A typical case of karoshi goes something like this. Kenji Hamada was an employee at a Tokyo-based security company, with a devoted young wife and formidable work ethic. His typical week involved 15-hour days and a gruelling four-hour commute. Then one day he was found slumped over his desk; his colleagues assumed he was asleep. When he hadn’t moved several hours later, they realised he was dead. He had died of a heart attack at the age of 42.
Though Hamada died in 2009, karoshi claimed its first victim 40 years earlier – when a healthy 29-year old suffered a stroke after pulling punishing shifts in the shipping department of the nation’s largest newspaper.
At the bubble economy’s peak, nearly seven million people were grinding out a 60-hour work week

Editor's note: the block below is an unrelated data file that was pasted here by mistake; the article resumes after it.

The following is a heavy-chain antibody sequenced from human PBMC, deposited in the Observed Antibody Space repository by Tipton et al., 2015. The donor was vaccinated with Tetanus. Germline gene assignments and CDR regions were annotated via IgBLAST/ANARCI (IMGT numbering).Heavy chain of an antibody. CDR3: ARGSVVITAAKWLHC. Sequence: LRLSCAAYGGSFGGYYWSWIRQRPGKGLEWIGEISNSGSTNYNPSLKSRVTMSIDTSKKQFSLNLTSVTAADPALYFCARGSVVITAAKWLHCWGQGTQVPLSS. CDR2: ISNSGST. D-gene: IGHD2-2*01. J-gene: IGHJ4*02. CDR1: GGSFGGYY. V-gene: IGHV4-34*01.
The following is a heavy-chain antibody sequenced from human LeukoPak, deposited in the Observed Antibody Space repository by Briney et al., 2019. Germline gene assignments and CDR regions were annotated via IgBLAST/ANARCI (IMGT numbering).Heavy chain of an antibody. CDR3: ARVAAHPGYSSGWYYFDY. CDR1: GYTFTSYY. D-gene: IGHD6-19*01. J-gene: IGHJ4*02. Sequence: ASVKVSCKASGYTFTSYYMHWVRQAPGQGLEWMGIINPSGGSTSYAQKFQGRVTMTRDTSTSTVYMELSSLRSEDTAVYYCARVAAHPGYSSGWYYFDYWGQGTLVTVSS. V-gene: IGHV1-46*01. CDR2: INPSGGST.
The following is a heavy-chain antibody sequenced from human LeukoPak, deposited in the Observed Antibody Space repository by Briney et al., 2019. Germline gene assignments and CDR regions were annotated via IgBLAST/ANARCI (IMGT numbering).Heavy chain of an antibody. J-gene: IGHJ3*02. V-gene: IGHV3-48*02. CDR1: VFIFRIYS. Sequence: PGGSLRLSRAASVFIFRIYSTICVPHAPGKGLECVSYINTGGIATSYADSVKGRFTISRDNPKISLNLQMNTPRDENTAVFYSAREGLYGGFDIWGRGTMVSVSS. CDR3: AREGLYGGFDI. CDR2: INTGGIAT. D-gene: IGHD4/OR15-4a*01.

“After the defeat of the Second World War, the Japanese worked the longest hours in the world by far – they were workaholics of the highest order,” says Cary Cooper, a stress expert at Lancaster University.
In the post-war era, work provided men with a renewed sense of purpose; workers were not just financially – but psychologically – motivated. Businesses welcomed this new order and began funding labour unions, culture groups and company housing, transportation, recreation facilities, health clinics and childcare centres. Before long, work was the central life interest.
Decades later, in the mid-1980s, it took a dark turn. Abnormalities in the country’s economic system fuelled a rapid and unsustainable escalation in the prices of shares and real estate. The resulting economic growth spurt, known as the “bubble economy”, pushed Japan’s salarymen to their limits.
At the bubble economy’s peak, nearly seven million people (around 5% of the country’s population at the time) were grinding out a 60-hour work week. Meanwhile, the US, UK and Germany were mostly still cruising along on a more forgiving nine-to-five work schedule.
In 1989, 45.8% of section chiefs and 66.1% of department chiefs in major companies thought they themselves would die from overwork